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Look Better Naked: Why it is vital to use a good sunscreen

Editor’s note: Darren A. Farnesi, MD, APC, joins SDGLN as a contributor. In his monthly column called “Look Better Naked,” he will give readers up-to-date advice about how to look their best.

Want to look better naked? Tell me about it! Who doesn’t?

There are so many aspects to looking great with your clothes off: Exercise, eat right, decrease stress, take care of your skin, optimizing your hormones ... you’ve heard most of these ad nauseam.

One of the most important things to keep in mind if you want to look better is prevention. As in preventing sun damage. The hot summer sun is FINALLY here! Goodbye to May Gray, June Gloom, July “Sun-Shy” and the Foggiest August in memory! So this seems like a good time to address sunscreen use.

All you guys out there want to sport a nice tan with your bulging biceps and 6-packs, but do you really want to be a leatherneck in your 50s? And how about the ladies wearing low-cut anything to show the cleavage? Do you really want laser resurfacing every few years on your upper chest to take away the wrinkled skin and all the sun spots?

Have you seen people with that permanent reddish-brown “tanned” look, even if they haven’t been in the sun in a year? That’s from something called poikiloderma, which results from long-term sun-damage thinning the skin. This allows the capillaries underneath to show through, combined with permanent pigmentary changes from the sun – and voila! You have the “perma-red,” which is not so pretty.

Rejuvenating procedures can be effective. But prevention is much cheaper and MUCH more effective. And let’s not forget about skin cancer. The incidence of melanoma is still on the rise and there’s nothing like a big cancer scare to ruin a fun summer of splashing in the sun.

While everyone is at risk of developing skin cancer after exposure to UV light, some are at a higher risk than others, including:

• People with exposure during their childhood and teen years.

• People who burn easily, have freckles or a lot of moles.

• People with a personal or family history of melanoma.

• People with atypical moles or a large number of moles.

According to the Center for Disease Control (CDC), everyone who spends time outdoors should take sun safety seriously. Here are some tips consider:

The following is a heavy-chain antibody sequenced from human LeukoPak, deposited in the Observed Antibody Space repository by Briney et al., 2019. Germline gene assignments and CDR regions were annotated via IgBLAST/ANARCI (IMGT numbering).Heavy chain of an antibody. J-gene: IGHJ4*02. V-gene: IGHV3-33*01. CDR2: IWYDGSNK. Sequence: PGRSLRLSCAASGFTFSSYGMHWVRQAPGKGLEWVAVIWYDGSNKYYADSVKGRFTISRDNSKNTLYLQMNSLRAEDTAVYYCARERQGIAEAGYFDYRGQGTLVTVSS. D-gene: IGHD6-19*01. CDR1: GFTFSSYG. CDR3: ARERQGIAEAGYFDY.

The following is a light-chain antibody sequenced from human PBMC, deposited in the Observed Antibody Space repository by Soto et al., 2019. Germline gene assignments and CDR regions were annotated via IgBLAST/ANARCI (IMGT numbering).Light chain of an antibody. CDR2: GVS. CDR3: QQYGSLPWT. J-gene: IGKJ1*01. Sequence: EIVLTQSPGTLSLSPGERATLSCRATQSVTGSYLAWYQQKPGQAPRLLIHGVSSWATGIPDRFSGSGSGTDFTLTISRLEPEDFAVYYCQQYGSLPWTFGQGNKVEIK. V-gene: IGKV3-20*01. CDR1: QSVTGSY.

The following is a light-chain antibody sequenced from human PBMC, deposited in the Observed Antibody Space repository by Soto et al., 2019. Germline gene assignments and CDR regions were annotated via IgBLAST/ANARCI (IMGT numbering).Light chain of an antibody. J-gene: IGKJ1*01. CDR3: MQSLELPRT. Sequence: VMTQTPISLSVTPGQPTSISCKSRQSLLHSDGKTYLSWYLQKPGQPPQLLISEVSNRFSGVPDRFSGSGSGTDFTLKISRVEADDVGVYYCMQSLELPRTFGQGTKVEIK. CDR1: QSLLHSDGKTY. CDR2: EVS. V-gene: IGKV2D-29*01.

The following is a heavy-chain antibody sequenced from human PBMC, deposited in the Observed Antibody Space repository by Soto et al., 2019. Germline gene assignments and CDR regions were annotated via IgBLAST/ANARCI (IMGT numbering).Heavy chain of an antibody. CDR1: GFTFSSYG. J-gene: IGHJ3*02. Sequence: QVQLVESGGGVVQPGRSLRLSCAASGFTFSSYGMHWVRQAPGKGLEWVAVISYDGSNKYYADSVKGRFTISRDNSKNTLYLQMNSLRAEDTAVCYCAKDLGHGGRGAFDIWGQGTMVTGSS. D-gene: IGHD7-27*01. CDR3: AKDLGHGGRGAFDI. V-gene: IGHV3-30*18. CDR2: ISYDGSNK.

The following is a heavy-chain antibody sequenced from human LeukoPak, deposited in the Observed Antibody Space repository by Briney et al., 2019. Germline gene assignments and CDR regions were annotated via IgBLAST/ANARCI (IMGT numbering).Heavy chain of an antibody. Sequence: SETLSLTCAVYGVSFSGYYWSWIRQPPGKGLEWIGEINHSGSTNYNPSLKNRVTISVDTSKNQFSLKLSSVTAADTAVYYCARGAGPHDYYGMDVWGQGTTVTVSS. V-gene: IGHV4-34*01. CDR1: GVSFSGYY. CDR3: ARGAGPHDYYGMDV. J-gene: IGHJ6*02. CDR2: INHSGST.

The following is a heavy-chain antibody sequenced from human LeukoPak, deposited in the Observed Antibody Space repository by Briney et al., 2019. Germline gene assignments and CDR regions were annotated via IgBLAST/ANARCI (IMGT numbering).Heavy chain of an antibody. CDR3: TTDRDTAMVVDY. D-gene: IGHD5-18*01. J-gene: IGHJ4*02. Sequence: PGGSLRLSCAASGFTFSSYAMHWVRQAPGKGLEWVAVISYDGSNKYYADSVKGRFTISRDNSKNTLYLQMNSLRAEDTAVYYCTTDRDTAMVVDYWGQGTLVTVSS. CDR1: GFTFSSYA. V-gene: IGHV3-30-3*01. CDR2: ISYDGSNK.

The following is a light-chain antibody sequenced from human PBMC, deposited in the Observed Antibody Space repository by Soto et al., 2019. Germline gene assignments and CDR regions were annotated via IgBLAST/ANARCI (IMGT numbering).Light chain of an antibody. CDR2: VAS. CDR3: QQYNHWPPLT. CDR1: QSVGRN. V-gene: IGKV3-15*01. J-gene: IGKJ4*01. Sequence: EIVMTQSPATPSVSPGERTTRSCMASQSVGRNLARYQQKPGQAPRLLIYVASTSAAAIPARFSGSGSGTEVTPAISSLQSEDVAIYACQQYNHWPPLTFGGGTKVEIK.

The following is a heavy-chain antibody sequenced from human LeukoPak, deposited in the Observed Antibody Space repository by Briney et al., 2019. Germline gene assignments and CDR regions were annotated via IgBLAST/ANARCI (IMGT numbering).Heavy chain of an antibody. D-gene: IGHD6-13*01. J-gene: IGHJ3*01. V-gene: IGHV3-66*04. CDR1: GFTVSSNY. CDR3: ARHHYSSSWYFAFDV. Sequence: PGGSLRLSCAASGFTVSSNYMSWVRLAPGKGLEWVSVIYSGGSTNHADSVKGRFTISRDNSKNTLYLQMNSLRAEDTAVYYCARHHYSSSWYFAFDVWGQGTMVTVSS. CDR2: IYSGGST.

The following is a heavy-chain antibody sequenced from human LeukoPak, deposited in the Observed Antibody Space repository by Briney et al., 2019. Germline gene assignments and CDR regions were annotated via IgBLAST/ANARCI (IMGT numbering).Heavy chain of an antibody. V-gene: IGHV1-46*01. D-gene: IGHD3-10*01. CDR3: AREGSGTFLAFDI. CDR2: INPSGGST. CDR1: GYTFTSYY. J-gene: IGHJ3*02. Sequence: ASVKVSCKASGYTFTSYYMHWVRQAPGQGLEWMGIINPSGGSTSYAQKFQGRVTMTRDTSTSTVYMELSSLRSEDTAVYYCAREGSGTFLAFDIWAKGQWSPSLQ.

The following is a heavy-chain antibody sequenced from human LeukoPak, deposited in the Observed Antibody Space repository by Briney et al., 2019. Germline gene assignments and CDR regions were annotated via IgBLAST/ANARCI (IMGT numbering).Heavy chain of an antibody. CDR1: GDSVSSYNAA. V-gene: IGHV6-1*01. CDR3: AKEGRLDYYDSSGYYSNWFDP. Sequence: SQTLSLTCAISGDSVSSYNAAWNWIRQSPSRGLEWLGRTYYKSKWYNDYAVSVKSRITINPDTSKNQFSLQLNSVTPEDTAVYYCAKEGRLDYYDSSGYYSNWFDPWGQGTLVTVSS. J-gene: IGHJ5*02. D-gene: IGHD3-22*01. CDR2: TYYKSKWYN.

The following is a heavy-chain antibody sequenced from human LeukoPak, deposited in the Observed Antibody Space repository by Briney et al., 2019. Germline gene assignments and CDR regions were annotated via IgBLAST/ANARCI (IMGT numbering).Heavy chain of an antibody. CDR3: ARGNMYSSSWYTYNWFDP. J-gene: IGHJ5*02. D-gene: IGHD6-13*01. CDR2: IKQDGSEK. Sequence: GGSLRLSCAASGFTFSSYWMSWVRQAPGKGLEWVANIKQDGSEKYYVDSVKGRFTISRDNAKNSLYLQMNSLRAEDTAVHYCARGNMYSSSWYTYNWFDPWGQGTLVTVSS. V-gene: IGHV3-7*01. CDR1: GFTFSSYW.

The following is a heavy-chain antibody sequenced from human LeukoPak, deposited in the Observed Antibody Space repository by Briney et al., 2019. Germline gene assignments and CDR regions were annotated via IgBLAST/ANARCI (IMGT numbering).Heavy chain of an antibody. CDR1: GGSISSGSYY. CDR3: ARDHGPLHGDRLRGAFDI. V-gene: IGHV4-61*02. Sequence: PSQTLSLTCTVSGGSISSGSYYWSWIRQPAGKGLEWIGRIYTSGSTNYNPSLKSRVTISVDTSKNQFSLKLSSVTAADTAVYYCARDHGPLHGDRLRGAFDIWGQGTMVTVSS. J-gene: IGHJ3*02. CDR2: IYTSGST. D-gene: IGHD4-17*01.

• Seek shade, especially from 10 a.m. to 4 p.m. when the sun’s UV rays are strongest and can do the most damage.

• Wear clothing to cover up and protect exposed skin.

• Wear a hat with a wide brim to help protect the face, head, ears and neck. That is the only thing that’s going to prevent the “leatherneck” and “dehydrated ears” look when you get older.

• Use sunglasses that wrap around the eyes - to the sides and above and below, and which block nearly 100 percent of both UVA and UVB rays. The more they wrap, the fewer crows feet you will have.

• Use sunscreen with sun protective factor (SPF) 30 or higher, and both UVA and UVB protection.

Most sunscreen SPF ratings are done with application of the cream twice as thick as most people put it on. So go for at least SPF 30 and you’ll be lucky to be getting SPF 15 by the time you rub it in all the way.

Don’t forget that SFP ratings assume you will re-apply every two hours and every hour if you are in the water or sweating.

The broadest UVA protection is offered by zinc oxide. And NO, this is NOT the zinc oxide your dad used to wear on his nose making it white when you all went to the beach as kids. Today’s zinc oxide, in the right product, is micronized or ultra-micronized, such that it rubs in and you don’t see it at all.

The next best UVA protection is Titanium Dioxide, followed by Mexoryl (Ecamsule) – which is a chemical UVA blocker.

• And don’t forget to check your moles and sun spots regularly for any signs of cancer. The American Cancer Society has shown the greatest survival occurs in those who do regular skin checks, with photographs of significant moles and spots, used to track change over time.

Remember your ABCD’s:

A = Asymmetry – if you divide the spot or mole in half – is it the same on both sides? If not, get it checked.

B = Border – should be sharp and regular, not irregular, blurry, or “leaking” into the surrounding skin. If it is, get it checked.

C = Color – watch for distinct color changes and multiple colors within the same spot. Red, white, or blue coloration are usually a bad sign.

D = Diameter – if it’s greater than the size of a standard pencil eraser, it should be checked.

So next time you have the urge to take your clothes off in the sun – think again! If you want to look better naked all the time, don’t be naked in the sun. And wear your sunscreen!

Darren A. Farnesi, M.D., APC, offers his sound advice and personal knowledge of the industry as a successful doctor with Medical Age Management Inc. He can be reached at (619) 299-0700 or online at www.manageyourage.com.